Another way to describe the effect learning has on the brain's neural mechanisms is this way:

  • New nerve cells may grow (and new neural networks are then formed) when we learn something new.

  • The strength of existing (synaptic) connections changes, thus functionally changing the connectivity (and the activity) within the existing neural networks in response to a sensory stimuli.

  • New synapses are formed between neurons that were not connected before, thus effectively creating new networks of neurons that, when active, represent a new memory. (Segev, I., 2007)

As a teacher, an individual takes on the responsibility of helping others benefit from learning how to learn, namely those who'll continue to develop our society. When we are long gone, the quality of learning connections we help learners establish will influence their decisions for years to come.

Our students can't learn without experiencing connections to the concepts we teach them (Immordino-Yang, M. H., 2015). We can achieve this by providing both context and relevance. Without connection, there is no interest, which always precedes meaningful and authentic learning (Crockett, L, 2019). So learners must make strong learning connections to help them develop the thinking habits they need to succeed.

“Think about what happens when you learn something successfully; you make a valuable association or connection to fill a need or achieve a goal.”

Awareness & Connection

The book Mindful Assessment (2017) presents an updated assessment framework in which awareness and connection appear at the bottom of Bloom's Taxonomy. The reasoning is to show how making strong learning connections is the start of any learning journey (Crockett. L, Churches, A. 2017). It happens with these two factors:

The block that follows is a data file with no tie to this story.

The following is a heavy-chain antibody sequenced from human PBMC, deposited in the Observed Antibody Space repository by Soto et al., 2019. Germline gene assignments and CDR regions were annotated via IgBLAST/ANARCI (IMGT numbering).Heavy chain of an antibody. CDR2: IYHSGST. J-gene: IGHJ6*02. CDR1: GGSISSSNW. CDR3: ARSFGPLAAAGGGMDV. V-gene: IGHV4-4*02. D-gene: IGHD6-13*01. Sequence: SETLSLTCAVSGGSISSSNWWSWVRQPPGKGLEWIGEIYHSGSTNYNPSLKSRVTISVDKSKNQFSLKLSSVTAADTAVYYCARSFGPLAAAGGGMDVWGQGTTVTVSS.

• Awareness—This is essential to learning anything since we can't conceive or recall anything we aren't aware of. Though evident, we don't often consider how crucial this is. Conscious knowledge of something gives it meaning and substance.

  • Connection—Without connection, it's challenging to learn something that doesn't speak to our interests and needs. Connection paves the way for critical thinking and having a stake in learning that carries both context and relevance.

blooms-taxonomy-awareness-and-connection

The line separating teaching from learning is between connection and remembering, and it's where learning begins. This is why taking advantage of making strong learning connections early on matters so much in our teaching. We use them to provide access to new knowledge and skills and can then leave the learning to the learners. One study stresses, "In helping students to activate the prior knowledge they bring to the learning environment, teachers build on students' strengths and experiences to create new learning" (Correia, M. & Bleicher, R, 2008).